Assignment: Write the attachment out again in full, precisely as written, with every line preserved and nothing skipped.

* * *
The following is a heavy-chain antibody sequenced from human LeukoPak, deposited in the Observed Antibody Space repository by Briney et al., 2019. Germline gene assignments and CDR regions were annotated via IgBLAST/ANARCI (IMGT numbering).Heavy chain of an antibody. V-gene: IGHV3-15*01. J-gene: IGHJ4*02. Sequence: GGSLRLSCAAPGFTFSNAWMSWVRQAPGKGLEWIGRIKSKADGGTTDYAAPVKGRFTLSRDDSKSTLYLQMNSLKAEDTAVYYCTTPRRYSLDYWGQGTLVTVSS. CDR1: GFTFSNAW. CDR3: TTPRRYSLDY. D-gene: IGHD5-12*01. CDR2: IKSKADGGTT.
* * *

The following is a heavy-chain antibody sequenced from human LeukoPak, deposited in the Observed Antibody Space repository by Briney et al., 2019. Germline gene assignments and CDR regions were annotated via IgBLAST/ANARCI (IMGT numbering).Heavy chain of an antibody. V-gene: IGHV3-15*01. J-gene: IGHJ4*02. Sequence: GGSLRLSCAAPGFTFSNAWMSWVRQAPGKGLEWIGRIKSKADGGTTDYAAPVKGRFTLSRDDSKSTLYLQMNSLKAEDTAVYYCTTPRRYSLDYWGQGTLVTVSS. CDR1: GFTFSNAW. CDR3: TTPRRYSLDY. D-gene: IGHD5-12*01. CDR2: IKSKADGGTT.